Space shuttle Discovery and its seven-member crew lifted off from NASA's Kennedy Space Center at 5:02 p.m. EDT Saturday (May 31, 2008) to deliver and install a Japanese laboratory on the International Space Station.
The mission, designated STS-124, is the second of three flights to launch components to complete the Japan Aerospace Exploration Agency's Kibo laboratory. Discovery is carrying Kibo's tour bus-sized Japanese Pressurized Module, or JPM, which will be the station's largest module. The shuttle astronauts will work with the three-member station crew and ground teams around the world to install the JPM and Kibo's robotic arm system.
Shortly before launch, Commander Mark Kelly thanked the teams that helped make the launch possible. "We're going to deliver Kibo, or hope, to the space station," Kelly said. "And while we tend to live for today, the discoveries from Kibo will certainly offer hope for tomorrow."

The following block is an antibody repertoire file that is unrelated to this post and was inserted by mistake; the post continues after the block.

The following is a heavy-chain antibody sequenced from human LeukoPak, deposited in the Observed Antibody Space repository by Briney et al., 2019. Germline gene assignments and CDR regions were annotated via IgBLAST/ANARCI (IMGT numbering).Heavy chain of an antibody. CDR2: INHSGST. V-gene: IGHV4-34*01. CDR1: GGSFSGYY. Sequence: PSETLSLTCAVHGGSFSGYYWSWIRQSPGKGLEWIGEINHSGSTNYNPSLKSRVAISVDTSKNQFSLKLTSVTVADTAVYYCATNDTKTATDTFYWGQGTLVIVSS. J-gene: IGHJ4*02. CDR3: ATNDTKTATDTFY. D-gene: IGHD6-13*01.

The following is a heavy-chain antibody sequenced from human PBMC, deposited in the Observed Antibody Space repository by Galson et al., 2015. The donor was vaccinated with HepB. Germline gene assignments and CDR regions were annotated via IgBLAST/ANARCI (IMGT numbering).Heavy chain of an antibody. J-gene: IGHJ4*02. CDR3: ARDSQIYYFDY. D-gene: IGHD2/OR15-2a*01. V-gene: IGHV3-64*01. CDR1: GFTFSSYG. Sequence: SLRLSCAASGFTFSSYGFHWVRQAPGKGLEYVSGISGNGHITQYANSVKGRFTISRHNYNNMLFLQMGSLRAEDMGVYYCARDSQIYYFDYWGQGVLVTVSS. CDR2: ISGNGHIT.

Joining Kelly on Discovery's 14-day flight are Pilot Ken Ham and Mission Specialists Karen Nyberg, Ron Garan, Mike Fossum, Greg Chamitoff and Japan Aerospace Exploration Agency astronaut Akihiko Hoshide. Garan and Fossum will conduct three spacewalks during the mission. Chamitoff will replace current station crew member Garrett Reisman, who has lived on the outpost since mid-March. Chamitoff will return to Earth on Endeavour's STS-126 mission, targeted for Nov. 10.
NASA is providing continuous television and Internet coverage of Discovery's mission, which is the 123rd shuttle flight, the 35th for Discovery and the 26th shuttle mission to the station.
NASA Television features live mission events, daily mission status news conferences and 24-hour commentary. NASA TV is webcast at:
NASA's Web coverage of STS-124 includes current mission information, interactive features, and news conference images, graphics and videos. Mission coverage, including the latest NASA TV schedule, also is available on the main space shuttle Web site at:
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